Towards this end Marc has teamed up with a design team at ELISAVA – Barcelona School of Design and Engineering (Carla Molins, Santiago Bonet, Yolanda Justicia and Clementina Altube) to generate a simplified 3D grammar for multi-scale features observed in 3D genomic experimental data. There is a beautiful minimality in what Marc is proposing – loops are presented as lines, TADs as pyramids, compartments as extruded quadrilaterals, and chromosomes approximates to spheres (Figure 1). This provides the much-needed visual framework to allow researchers to know the detail of resolution that they encounter. Furthermore, Marc presented a highly impressive movie that showcased the relatively smooth transition from chromosome-level through to loop-level graphical representations (Movie 2).

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Figure 1 – Marc Marti-Renom presented his graphical representation of the genome. Genes (kb resolution), Loops (10s kb resolution), TADs (100s kb resolution), Compartments (Mb resolution), Chromosomes (10s Mb resolution). Image reproduced from his VIZBI 2021 slides here.

This visualisation tool may be something of a game-changer for genome browsers. In this respect, it is noteworthy that Marc would encourage for this grammar to be embedded within the context of existing genome browsers, such as HiGlass, Juicebox, and the 3D Genome Browser. These supplementary graphical views of the genome will certainly help researchers to orient themselves when zooming in and out of multi-scale genome data (see recent GigaBlog on the curious relationship of enhancers and TADs). I was additionally impressed to hear that a further advantage of this graphical visualisation strategy is that it can be applied to the 4D genome. As Marc further explained, the temporal challenge is essentially solved as these graphical visualisations can additionally be used to visualise, for example, TADS becoming larger or smaller over time in 4D genomic datasets. I look forward to these graphical 3D views being incorporated into existing genome browsers.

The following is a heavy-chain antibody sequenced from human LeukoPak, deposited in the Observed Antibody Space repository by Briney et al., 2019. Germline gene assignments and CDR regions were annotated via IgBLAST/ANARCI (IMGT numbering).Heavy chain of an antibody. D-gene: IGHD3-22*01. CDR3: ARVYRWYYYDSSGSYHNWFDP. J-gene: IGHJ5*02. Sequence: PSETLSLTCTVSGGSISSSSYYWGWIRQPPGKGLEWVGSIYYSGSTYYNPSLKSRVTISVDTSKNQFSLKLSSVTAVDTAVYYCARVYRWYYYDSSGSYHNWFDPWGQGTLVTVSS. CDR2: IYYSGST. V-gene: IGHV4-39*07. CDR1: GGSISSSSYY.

Movie 2 – Marc Marti-Renom showcased the transition from chromosome-level through to loop-level graphical representations. Movie kindly provided by Marc Marti-Renom.

Exploring Shape Stability of Protein Tunnels
In the session on ‘Proteins’, I was very impressed by the presentation from Barbora Kozlíková (Masaryk University, Brno, Czech Republic) on protein tunnels. These are void paths connecting the protein surface with its active site, and they are known to be important in protein engineering and drug design. From a molecular dynamics perspective, it is known that there is physical motion of atoms in protein structures, and one of Barbora’s interests is shape stability of protein tunnels over time. To accomplish this, Barbora utilises the software tool CAVER to assist in the analysis and visualisation of tunnels and channels in protein structures (Figure 2). By exploring tunnel properties across and along the centreline over time, it is possible to identify bottlenecks that are relatively stable despite the jiggling of atoms. These regions of interest in the protein tunnel can be further explored via mapping of amino acids associated with the tunnel and one can investigate the correlation between, for example, hydrophobicity and charge of these neighbouring amino acids and tunnel morphology.

The CAVER visualisation tool is immensely useful and invites research questions such as ‘how do specific amino acids influence the tunnel?’ and ‘can this knowledge be useful in drug discovery or even our understanding of human disease?’. As Barbara explains, “visualisation can substantially aid the exploration process.”